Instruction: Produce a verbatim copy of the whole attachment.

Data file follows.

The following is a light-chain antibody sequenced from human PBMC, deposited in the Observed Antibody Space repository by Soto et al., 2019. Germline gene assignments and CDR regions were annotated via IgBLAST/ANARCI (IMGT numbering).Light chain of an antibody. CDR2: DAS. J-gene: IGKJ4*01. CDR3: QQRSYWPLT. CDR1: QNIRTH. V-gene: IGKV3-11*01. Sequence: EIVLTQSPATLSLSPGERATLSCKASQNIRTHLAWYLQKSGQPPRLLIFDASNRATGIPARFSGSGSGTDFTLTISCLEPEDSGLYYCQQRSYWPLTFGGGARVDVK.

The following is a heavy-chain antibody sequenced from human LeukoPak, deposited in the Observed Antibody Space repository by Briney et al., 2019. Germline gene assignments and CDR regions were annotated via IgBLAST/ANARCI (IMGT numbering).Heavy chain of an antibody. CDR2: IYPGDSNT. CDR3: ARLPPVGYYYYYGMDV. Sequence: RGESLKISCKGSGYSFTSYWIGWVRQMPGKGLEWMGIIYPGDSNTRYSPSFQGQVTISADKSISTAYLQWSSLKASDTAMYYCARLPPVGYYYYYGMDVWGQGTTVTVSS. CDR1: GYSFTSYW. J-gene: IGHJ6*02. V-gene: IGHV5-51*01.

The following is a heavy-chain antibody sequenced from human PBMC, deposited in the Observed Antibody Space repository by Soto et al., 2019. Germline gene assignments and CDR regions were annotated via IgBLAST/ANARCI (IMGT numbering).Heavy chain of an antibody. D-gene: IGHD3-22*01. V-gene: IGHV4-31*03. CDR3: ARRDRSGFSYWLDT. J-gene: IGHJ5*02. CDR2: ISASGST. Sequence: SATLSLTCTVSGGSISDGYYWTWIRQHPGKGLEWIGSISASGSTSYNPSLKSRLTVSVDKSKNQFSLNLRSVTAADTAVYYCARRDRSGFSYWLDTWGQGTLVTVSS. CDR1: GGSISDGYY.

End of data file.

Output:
The following is a light-chain antibody sequenced from human PBMC, deposited in the Observed Antibody Space repository by Soto et al., 2019. Germline gene assignments and CDR regions were annotated via IgBLAST/ANARCI (IMGT numbering).Light chain of an antibody. CDR2: DAS. J-gene: IGKJ4*01. CDR3: QQRSYWPLT. CDR1: QNIRTH. V-gene: IGKV3-11*01. Sequence: EIVLTQSPATLSLSPGERATLSCKASQNIRTHLAWYLQKSGQPPRLLIFDASNRATGIPARFSGSGSGTDFTLTISCLEPEDSGLYYCQQRSYWPLTFGGGARVDVK.

The following is a heavy-chain antibody sequenced from human LeukoPak, deposited in the Observed Antibody Space repository by Briney et al., 2019. Germline gene assignments and CDR regions were annotated via IgBLAST/ANARCI (IMGT numbering).Heavy chain of an antibody. CDR2: IYPGDSNT. CDR3: ARLPPVGYYYYYGMDV. Sequence: RGESLKISCKGSGYSFTSYWIGWVRQMPGKGLEWMGIIYPGDSNTRYSPSFQGQVTISADKSISTAYLQWSSLKASDTAMYYCARLPPVGYYYYYGMDVWGQGTTVTVSS. CDR1: GYSFTSYW. J-gene: IGHJ6*02. V-gene: IGHV5-51*01.

The following is a heavy-chain antibody sequenced from human PBMC, deposited in the Observed Antibody Space repository by Soto et al., 2019. Germline gene assignments and CDR regions were annotated via IgBLAST/ANARCI (IMGT numbering).Heavy chain of an antibody. D-gene: IGHD3-22*01. V-gene: IGHV4-31*03. CDR3: ARRDRSGFSYWLDT. J-gene: IGHJ5*02. CDR2: ISASGST. Sequence: SATLSLTCTVSGGSISDGYYWTWIRQHPGKGLEWIGSISASGSTSYNPSLKSRLTVSVDKSKNQFSLNLRSVTAADTAVYYCARRDRSGFSYWLDTWGQGTLVTVSS. CDR1: GGSISDGYY.